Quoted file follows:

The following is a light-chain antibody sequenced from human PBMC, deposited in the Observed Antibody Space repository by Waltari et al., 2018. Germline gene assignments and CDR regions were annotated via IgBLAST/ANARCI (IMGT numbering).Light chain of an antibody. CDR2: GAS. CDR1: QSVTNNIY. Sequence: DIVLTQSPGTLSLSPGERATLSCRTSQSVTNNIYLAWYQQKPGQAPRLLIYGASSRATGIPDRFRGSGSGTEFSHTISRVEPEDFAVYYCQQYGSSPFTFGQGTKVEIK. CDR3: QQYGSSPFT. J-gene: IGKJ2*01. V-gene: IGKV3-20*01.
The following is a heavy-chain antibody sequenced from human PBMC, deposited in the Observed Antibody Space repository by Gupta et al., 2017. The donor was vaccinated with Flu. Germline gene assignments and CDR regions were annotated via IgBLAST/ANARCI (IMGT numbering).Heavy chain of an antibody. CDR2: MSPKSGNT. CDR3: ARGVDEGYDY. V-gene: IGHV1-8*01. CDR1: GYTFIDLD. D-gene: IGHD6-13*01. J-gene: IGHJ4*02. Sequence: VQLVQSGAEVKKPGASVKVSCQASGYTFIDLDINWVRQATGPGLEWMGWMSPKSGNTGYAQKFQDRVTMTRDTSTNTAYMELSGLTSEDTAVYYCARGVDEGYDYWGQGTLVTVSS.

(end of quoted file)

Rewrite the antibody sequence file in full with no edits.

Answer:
The following is a light-chain antibody sequenced from human PBMC, deposited in the Observed Antibody Space repository by Waltari et al., 2018. Germline gene assignments and CDR regions were annotated via IgBLAST/ANARCI (IMGT numbering).Light chain of an antibody. CDR2: GAS. CDR1: QSVTNNIY. Sequence: DIVLTQSPGTLSLSPGERATLSCRTSQSVTNNIYLAWYQQKPGQAPRLLIYGASSRATGIPDRFRGSGSGTEFSHTISRVEPEDFAVYYCQQYGSSPFTFGQGTKVEIK. CDR3: QQYGSSPFT. J-gene: IGKJ2*01. V-gene: IGKV3-20*01.
The following is a heavy-chain antibody sequenced from human PBMC, deposited in the Observed Antibody Space repository by Gupta et al., 2017. The donor was vaccinated with Flu. Germline gene assignments and CDR regions were annotated via IgBLAST/ANARCI (IMGT numbering).Heavy chain of an antibody. CDR2: MSPKSGNT. CDR3: ARGVDEGYDY. V-gene: IGHV1-8*01. CDR1: GYTFIDLD. D-gene: IGHD6-13*01. J-gene: IGHJ4*02. Sequence: VQLVQSGAEVKKPGASVKVSCQASGYTFIDLDINWVRQATGPGLEWMGWMSPKSGNTGYAQKFQDRVTMTRDTSTNTAYMELSGLTSEDTAVYYCARGVDEGYDYWGQGTLVTVSS.